Wednesday, June 15, 2011

Red Sequined Flip Flops

Bed Bugs, Giant Centipedes, and Rats. Oh My!
If Dorothy had figured out within the first ten minutes of the film that the Wizard of Oz was never going to be what she expected, would she still have done the whole thing?
I once knew a place that was black, white, gray, and sometimes a tone of sepia would pop in there. Growing up, as we all know, steals that easy dichotomy of right and wrong, black and white. We’re thrown into a land of color, Technicolor, and as we try to figure out what we should be doing with our lives, how to make this all matter, we find ourselves following yellow brick roads. Well, throw me into a blue and white checkered smock because now that I’m in Samoa, my hair is often in braids like dear Dorothy (one braid and to the side, but trust me, the metaphor will work despite the lack of hair fidelity).
The witch’s hat has been replaced with a pair of sunglasses and a fake flower. She doesn’t have green skin, but the Wicked Witch of the West does strike fear into little short people. When my nemesis appears, children stop whatever they’re doing, laughter ceases, smiles fade, eyes lower, and voices quiet. Fear. The little munchkins are truly afraid of her. For the sake of ambiguity, I will not state who the Wicked Witch is, but if you have spoken with me in the last few months, trust your instinct. She is who you think she is. And if a house fell on her, a house we will call MESC, I wouldn’t be heartbroken. I would probably do a celebratory click of the heels with Toto. Toto, of course, would be my little brother from Tafitoala, Tala. I don’t think he’d be afraid to bite the heel of Mrs. Gulch, which he would immediately follow with a dance of his own.
I’m afraid I wasn’t able to imagine quite perfect metaphors for Dorothy’s three amigos. Rather, the three things they search for, I fear I have lost and am now trying to regain. Ironically, these three things, heart, intelligence, and courage, were the very things that made me travel to the fabled land of Oz. Facing a completely new culture, one has to compromise oneself. Don’t be frightened by that statement; it’s a fact of Oz, a fact that anyone hoping to be caught in that tornado and thrown into a foreign land needs to know before looking into that crystal ball. Vast generalizations are often made by us volunteers from observations we have made. These stereotypes may be wrong, possibly, but this is quite a small place and we have seen most of it and in so doing, we have unfortunately lost some of the tolerance, some of that hope that compelled us to come here in the first place. I, for one, have also realized that maybe, just maybe, grad school would have been the right decision immediately after college. I’m dying to learn more, but my legs are wobbly and the straw is falling out. Courage? Well, it got me here. I’m counting on it to help me stay.
I don’t know where those flying monkeys got their wings, or their little vests and fez hats, but if I did, I would surely purchase them in bulk and outfit the cheeky men of Samoa to match their Oz counterparts. Ever-annoying, and really just clueless, a lot of Samoan men, not all, but a lot have no idea what it means to be respectful to women. There is no place one can go without an annoying flying monkey saying, “Hey baby,” or grazing your leg as you walk down the sidewalk. Just as you are about to pick an apple from a tree, the tree turns on you, and a freakin’ flying monkey comes out of a nowhere to ruin any good mood that existed. Can’t the monkeys just take off the wings, lose the vest, forget pretensions and be respectful? Why they always gotta be harassing Dorothy? She’s just doing her best, trying to get home in one piece, and maybe along the way, saving those little munchkins from a tyrannical ruler.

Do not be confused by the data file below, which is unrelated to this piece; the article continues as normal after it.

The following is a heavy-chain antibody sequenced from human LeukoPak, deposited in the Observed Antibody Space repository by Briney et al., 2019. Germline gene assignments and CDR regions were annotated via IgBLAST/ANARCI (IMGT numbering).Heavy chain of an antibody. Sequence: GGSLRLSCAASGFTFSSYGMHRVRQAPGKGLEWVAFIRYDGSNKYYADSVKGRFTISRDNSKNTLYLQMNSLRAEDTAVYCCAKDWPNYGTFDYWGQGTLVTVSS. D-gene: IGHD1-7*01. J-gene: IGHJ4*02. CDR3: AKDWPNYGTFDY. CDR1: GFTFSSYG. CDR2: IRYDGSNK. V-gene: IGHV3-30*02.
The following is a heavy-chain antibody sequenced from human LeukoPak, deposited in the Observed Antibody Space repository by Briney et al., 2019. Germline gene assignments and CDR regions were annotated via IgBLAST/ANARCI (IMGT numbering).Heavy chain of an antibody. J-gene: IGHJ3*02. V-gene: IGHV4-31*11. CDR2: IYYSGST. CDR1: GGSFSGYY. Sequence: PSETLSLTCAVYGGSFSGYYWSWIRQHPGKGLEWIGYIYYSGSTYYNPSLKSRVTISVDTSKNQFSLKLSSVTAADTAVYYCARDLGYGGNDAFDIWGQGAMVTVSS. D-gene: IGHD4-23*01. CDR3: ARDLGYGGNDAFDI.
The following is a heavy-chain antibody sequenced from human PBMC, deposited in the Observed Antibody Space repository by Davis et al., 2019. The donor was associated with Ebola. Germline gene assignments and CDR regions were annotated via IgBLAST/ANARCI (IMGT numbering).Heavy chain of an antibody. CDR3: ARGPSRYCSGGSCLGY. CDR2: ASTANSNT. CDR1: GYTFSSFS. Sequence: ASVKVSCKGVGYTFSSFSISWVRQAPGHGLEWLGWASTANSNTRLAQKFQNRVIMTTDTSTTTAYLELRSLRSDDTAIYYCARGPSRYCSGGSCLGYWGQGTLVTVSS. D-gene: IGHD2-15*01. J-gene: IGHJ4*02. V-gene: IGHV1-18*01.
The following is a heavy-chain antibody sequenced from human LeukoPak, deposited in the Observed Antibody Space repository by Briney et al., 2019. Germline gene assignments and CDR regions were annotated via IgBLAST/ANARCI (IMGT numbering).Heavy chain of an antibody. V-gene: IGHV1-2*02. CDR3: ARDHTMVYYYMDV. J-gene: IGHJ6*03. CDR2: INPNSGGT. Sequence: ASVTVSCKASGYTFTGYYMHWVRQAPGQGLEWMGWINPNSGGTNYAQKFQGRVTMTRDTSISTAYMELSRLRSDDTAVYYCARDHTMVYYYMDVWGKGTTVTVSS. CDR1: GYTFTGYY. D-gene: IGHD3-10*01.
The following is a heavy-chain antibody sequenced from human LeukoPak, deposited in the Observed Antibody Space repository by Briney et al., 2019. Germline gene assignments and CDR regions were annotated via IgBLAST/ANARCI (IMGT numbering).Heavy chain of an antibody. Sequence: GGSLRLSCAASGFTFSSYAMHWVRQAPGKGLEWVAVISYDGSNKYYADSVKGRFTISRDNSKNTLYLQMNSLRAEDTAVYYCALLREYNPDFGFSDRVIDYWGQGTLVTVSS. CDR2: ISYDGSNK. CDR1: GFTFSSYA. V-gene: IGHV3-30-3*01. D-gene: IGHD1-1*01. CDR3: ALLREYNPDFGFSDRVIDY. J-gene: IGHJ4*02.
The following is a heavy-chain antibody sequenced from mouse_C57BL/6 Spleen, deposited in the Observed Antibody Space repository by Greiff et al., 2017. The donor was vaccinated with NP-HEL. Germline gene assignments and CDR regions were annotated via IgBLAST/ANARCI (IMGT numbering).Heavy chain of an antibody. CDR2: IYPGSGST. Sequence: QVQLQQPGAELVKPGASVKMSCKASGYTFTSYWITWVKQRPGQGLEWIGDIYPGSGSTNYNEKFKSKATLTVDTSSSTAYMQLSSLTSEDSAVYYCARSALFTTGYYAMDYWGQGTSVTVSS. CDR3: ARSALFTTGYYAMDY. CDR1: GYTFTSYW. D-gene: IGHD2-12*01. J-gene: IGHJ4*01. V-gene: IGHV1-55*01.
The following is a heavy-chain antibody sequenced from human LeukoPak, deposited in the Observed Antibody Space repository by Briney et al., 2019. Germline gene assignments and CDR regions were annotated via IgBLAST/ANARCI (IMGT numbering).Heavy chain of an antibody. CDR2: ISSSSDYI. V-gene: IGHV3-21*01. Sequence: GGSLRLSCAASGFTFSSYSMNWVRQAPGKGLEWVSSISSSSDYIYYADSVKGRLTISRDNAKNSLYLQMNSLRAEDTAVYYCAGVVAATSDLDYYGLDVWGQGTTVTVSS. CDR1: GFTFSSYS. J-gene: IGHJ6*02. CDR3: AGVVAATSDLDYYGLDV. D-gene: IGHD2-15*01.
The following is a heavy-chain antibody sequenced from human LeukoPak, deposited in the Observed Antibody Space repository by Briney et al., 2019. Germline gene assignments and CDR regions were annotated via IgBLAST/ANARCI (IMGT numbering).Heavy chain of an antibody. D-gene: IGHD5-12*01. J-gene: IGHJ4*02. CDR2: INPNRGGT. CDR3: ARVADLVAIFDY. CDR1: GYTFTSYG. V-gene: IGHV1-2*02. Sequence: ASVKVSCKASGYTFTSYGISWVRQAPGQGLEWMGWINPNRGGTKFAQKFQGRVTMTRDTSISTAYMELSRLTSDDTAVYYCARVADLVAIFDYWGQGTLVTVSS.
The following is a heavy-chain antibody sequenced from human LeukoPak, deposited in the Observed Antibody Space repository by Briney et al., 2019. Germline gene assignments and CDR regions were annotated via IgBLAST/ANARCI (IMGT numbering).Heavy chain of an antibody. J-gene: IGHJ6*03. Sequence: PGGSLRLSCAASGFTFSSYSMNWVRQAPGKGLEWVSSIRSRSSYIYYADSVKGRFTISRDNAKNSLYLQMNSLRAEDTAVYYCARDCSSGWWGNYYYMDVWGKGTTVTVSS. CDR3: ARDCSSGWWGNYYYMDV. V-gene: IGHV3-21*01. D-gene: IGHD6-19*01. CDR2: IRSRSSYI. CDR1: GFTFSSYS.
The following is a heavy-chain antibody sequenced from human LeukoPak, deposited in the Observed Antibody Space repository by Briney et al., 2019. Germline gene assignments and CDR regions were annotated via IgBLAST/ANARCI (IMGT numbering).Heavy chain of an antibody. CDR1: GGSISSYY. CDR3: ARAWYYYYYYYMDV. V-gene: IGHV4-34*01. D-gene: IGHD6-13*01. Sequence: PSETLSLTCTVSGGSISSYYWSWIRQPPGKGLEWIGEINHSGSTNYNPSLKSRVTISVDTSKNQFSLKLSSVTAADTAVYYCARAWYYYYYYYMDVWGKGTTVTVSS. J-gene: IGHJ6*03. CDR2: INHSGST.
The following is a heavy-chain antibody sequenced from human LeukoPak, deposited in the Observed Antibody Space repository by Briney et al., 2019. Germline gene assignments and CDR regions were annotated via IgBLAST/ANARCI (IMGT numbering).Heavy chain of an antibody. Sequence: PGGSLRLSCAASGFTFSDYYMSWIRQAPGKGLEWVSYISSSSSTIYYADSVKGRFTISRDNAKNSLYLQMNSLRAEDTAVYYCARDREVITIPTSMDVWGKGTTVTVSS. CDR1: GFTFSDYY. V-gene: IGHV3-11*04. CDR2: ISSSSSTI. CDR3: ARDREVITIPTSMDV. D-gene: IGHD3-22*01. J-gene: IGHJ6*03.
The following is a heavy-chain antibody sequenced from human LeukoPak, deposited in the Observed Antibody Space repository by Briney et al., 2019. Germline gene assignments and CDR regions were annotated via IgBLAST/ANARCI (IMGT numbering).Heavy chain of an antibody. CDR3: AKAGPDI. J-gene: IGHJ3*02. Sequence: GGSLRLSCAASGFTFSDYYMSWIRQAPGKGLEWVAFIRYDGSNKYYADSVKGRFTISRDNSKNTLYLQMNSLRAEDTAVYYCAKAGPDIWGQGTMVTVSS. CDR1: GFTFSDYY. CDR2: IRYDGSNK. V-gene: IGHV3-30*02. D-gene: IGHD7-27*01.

Now, Glinda the Good Witch. I bet if one were to look up literary or film analyses of the Wiz, Glinda probably turns out to represent some sort of hallucinogen. Well, not much has changed. Glinda, with her feel-good vibe, is most likely Samoa’s own Vailima beer. Need I elaborate more?
Sadly, my Oz doesn’t have nearly as much singing or dancing. Unless we are all at VBar. And thanks to one volunteer, we can all do the hip-out-swivel-drink-in-the-air-eyes-to-the-sky choreographed number. Oddly enough, though, we do often find ourselves rocking out to the occasional Backstreet Boys jam. (Sorry NSYNC; I know, one of you brought sexy back and all, but “Bye, Bye, Bye” just hasn’t stood the test of time like “I Want it That Way.”)
How does the story end? Well, we all know it. After Dorothy’s long trek, she finally meets the Wizard of Oz. She pulls back that curtain and realizes he was never what he was meant to be. Well, I’ve pulled back that curtain too and behind it is disillusionment and disappointment. That man behind the curtain is the whole Peace Corps experience, the whole bravado. The mythology.
Although the Wizard of Oz so succinctly tells us the moral of the endeavor, even though it may be true, I will not be so cliché, but I will end with a little T.S. Eliot.
We shall not cease from exploration
And the end of all our exploring
Will be to arrive where we started
And know the place for the first time.

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